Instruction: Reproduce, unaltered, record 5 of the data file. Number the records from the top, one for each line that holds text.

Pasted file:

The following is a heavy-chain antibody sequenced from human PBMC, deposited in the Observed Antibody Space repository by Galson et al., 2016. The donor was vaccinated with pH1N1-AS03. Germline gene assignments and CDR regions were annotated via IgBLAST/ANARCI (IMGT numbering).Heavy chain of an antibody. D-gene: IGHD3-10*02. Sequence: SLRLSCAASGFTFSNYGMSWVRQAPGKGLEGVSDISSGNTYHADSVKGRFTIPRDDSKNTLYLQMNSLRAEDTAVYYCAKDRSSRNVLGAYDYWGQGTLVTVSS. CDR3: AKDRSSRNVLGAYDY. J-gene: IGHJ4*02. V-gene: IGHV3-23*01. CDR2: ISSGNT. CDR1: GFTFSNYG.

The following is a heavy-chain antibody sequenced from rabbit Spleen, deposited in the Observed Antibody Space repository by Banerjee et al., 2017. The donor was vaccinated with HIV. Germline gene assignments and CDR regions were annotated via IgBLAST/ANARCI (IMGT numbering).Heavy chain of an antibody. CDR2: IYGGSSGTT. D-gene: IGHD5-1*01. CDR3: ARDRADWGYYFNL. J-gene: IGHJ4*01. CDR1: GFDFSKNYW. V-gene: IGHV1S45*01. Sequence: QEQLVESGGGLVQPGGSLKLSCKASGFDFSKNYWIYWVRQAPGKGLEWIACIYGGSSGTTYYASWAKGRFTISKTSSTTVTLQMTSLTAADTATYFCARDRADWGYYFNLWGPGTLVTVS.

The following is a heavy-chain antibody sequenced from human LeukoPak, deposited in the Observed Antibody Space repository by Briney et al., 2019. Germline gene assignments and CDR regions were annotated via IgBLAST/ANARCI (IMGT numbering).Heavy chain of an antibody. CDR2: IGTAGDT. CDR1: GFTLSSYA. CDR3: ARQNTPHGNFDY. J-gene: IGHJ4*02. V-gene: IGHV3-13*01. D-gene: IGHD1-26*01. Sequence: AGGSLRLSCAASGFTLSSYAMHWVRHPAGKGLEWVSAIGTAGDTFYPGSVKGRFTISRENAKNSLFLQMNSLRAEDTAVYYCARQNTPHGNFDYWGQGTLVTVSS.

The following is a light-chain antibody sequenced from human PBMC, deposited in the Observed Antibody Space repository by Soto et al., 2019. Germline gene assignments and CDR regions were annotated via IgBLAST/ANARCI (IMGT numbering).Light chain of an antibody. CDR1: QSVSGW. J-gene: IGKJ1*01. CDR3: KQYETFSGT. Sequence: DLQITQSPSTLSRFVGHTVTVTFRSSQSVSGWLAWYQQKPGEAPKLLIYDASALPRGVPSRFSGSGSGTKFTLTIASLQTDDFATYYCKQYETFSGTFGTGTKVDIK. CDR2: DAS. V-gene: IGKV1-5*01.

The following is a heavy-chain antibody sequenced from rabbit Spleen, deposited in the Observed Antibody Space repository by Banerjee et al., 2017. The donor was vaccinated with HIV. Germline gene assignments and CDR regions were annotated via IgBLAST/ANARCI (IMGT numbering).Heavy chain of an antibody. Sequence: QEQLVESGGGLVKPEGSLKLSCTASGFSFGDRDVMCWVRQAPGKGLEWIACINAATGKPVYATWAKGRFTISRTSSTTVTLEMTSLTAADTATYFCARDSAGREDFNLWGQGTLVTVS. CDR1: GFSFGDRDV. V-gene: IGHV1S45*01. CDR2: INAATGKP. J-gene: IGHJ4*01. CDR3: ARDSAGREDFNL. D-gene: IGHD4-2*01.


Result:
The following is a heavy-chain antibody sequenced from rabbit Spleen, deposited in the Observed Antibody Space repository by Banerjee et al., 2017. The donor was vaccinated with HIV. Germline gene assignments and CDR regions were annotated via IgBLAST/ANARCI (IMGT numbering).Heavy chain of an antibody. Sequence: QEQLVESGGGLVKPEGSLKLSCTASGFSFGDRDVMCWVRQAPGKGLEWIACINAATGKPVYATWAKGRFTISRTSSTTVTLEMTSLTAADTATYFCARDSAGREDFNLWGQGTLVTVS. CDR1: GFSFGDRDV. V-gene: IGHV1S45*01. CDR2: INAATGKP. J-gene: IGHJ4*01. CDR3: ARDSAGREDFNL. D-gene: IGHD4-2*01.